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Can I write to stdin and read from stdout in the same data step?

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Super Contributor
Posts: 376

Can I write to stdin and read from stdout in the same data step?

[ Edited ]

SAS 9.3 on Windows

 

I have an external program that can both read from stdin and write to stdout in the same call.

 

The external program is something like this:

 

exe keyfile col1 col2 output_type [input_file | -] [output_file | -]

 

If input file and output file are not specified (or "-"), the program reads from and writes to stdin and stdout respectively.

 

The transient external files can contain sensitive information, plus they can be big.  If I could avoid the external files that would be a nice-to-have.

 

I tried something like:

 

options noquotelenmax; 
filename tmp pipe "&cryptPgmEncrypt &cryptKeysDir\&cryptKeyFile 1 10 OVERRIDE";
options quotelenmax;  

data _null_;
   set mysasdataset;
   infile tmp sharebuffers;  * also tried w/o sharebuffers ;
   file tmp;
   put @1 recnum z10.;
   input @1 recnum_e $13.;
   put recnum_e;
run;

But SAS didn't like that:

 

ERROR: Random access not allowed.

 

I'm not seeing the random access - it looks pretty sequential to me.

 

I also tried this, same results:

 

data _null_;
   infile tmp end=eof2;
   file tmp;
   do until (eof1);
      set mysasdataset end=eof1;
      put @1 recnum z10.;
   end;
   do until (eof2);
      input;
      put _infile_;
   end;
   stop;
run;

Wondering if the output would be buffered somehow?

 

Of course, the workaround is to use external files, but I'm curious if the above can be done (on Windows)?

Valued Guide
Posts: 797

Re: Can I write to stdin and read from stdout in the same data step?

I didn't see random access either, but you are reading and writing to the same pipe. 

 

Look at what happens with this program, which (in the second data step) reads and writes to the same external disk file.  In particular it reads the first half of the file, and writes only half of that - after modifying content.  It neither reads nor writes the second half of the file.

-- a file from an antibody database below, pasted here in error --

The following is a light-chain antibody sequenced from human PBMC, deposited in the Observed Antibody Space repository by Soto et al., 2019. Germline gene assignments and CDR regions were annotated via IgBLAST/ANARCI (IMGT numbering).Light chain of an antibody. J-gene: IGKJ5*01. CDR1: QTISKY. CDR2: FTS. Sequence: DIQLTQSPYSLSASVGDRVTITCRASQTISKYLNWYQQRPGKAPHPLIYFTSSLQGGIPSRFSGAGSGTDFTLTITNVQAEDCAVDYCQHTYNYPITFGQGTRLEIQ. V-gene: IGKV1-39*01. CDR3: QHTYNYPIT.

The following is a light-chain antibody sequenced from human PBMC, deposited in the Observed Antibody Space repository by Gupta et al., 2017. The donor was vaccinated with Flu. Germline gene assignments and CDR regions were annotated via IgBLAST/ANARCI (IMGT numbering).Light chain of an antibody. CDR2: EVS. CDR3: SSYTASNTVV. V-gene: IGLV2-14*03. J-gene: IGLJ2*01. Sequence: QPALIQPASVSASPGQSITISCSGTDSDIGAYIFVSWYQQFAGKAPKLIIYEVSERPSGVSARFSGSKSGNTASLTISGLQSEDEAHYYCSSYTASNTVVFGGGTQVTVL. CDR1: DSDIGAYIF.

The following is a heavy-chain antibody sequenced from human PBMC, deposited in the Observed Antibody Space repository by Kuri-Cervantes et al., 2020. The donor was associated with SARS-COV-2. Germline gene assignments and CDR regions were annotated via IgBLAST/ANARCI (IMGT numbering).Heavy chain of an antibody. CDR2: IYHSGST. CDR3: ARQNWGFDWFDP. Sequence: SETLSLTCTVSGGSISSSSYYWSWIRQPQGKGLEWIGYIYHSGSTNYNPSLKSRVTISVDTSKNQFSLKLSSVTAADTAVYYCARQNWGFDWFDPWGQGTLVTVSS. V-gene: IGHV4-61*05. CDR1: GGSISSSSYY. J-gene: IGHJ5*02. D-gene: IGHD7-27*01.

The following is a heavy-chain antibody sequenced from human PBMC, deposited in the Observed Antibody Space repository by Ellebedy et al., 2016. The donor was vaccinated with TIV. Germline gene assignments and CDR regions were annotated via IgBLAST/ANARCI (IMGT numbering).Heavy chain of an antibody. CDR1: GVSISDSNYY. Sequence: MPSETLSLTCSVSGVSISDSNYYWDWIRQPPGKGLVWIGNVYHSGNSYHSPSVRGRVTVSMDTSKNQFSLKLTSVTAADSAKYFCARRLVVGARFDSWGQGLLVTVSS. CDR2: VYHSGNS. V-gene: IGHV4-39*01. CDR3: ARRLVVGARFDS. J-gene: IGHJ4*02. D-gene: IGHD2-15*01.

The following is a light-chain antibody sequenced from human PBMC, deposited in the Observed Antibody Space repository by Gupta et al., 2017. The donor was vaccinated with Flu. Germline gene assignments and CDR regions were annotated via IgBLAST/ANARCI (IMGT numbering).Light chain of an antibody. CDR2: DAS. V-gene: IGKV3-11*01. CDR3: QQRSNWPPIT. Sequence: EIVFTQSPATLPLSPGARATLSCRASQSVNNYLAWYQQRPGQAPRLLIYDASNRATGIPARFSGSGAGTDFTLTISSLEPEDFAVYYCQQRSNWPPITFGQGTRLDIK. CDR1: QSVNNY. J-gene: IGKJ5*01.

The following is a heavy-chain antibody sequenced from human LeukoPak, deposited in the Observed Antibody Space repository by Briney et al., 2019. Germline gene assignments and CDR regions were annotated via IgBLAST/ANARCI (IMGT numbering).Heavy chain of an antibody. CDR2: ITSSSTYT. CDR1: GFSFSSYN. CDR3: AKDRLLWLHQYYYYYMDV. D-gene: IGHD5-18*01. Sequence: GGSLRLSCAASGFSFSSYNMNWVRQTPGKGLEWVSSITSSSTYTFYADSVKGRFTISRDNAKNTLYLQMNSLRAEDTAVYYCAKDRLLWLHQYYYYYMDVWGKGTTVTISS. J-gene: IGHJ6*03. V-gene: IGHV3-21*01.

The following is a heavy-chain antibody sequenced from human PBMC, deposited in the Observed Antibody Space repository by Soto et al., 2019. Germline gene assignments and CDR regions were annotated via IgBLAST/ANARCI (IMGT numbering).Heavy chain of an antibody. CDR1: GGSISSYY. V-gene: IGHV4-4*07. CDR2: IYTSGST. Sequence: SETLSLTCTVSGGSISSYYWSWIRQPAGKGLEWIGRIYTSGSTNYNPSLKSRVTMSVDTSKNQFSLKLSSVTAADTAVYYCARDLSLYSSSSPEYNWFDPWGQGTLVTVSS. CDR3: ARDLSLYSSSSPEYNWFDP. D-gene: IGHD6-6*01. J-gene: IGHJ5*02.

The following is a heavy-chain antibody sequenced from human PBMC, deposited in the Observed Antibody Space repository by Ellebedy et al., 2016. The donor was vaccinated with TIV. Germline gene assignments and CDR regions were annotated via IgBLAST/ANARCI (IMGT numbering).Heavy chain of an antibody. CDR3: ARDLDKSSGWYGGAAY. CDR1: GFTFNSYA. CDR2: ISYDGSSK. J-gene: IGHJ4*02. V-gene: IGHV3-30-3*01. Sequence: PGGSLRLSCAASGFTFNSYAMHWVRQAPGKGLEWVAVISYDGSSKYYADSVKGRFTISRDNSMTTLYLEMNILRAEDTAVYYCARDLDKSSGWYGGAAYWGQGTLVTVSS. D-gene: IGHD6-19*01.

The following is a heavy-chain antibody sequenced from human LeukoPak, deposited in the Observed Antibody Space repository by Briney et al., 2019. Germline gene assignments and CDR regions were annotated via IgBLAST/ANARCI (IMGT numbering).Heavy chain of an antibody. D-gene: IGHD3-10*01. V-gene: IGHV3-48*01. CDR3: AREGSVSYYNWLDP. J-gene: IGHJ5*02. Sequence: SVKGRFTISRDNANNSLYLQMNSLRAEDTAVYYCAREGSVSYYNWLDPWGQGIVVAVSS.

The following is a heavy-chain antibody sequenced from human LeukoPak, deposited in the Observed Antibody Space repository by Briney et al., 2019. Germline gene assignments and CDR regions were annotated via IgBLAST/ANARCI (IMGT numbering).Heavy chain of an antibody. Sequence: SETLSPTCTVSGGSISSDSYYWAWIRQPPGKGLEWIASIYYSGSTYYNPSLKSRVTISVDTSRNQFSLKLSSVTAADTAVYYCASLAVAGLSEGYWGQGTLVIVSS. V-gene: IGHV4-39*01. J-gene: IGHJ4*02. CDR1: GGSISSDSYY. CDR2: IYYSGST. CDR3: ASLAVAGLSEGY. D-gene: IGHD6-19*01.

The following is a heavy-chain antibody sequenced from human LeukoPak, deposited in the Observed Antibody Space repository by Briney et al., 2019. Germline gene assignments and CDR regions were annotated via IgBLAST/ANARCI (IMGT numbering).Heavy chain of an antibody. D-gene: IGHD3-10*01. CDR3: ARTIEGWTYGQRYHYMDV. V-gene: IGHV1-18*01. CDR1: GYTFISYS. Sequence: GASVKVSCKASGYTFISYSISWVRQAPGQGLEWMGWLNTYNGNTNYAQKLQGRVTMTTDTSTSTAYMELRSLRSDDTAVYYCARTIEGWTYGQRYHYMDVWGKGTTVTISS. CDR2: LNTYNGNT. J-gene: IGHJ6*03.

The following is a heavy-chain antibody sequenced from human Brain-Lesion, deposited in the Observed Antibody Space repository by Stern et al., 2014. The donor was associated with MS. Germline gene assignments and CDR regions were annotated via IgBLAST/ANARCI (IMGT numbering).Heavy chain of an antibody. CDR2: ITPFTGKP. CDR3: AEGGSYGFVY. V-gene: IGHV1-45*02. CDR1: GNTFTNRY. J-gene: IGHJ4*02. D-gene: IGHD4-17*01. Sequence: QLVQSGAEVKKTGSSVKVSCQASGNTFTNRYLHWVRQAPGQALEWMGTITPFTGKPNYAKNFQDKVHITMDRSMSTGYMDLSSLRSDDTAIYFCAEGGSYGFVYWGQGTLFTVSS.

data _null_;
  file 'c:\temp\t.txt';
  do n=100 to 119; put n z3.; end;
run;

data _null_;
  infile 'c:\temp\t.txt';
  file 'c:\temp\t.txt';
  input txt $3. ;
  substr(txt,1,1)='X';
  if mod(_n_,2)=0 then put txt;
  if _n_>=10 then stop;
run;

data _null_;
  infile 'c:\temp\t.txt';
  input txt $3.;
  put _n_=z2. txt;
run;

 

 

Take a look at the difference between the before and after for the file t.txt.  You'll see 20 lines in each , with lines 2,4,6,8,10 modified, and others left as is.

 

Now, since the PUT statement is only executed 5 times, how did it know to write those five records in alternative locations, rather than consecutive locations? It has to be because a kind of "random" access to those lines was being supported, i.e. the INPUT statement advanced the destination of the PUT statement since the same file is being read and written.

 

Maybe you wouldn't want to call that random access, but then why are all the other lines left in the file?  After all, if the destination of PUT was a new file it would have only 5 lines, not 20.  Lines are effectively being logically "inserted".

 

Even if the file is stored as a sequential file, if it's the object of both INFILE and FILE, then apparently SAS needs to think of it as having random access.  Who knew?

 

And I guess this "random access" is supported for a single FILE used as both INPUT source and PUT target, but apparently a single PIPE is not similarly supported.

 

Maybe you need two pipes for the external process - one to designate the  process'  stdin and one for its stdout. 

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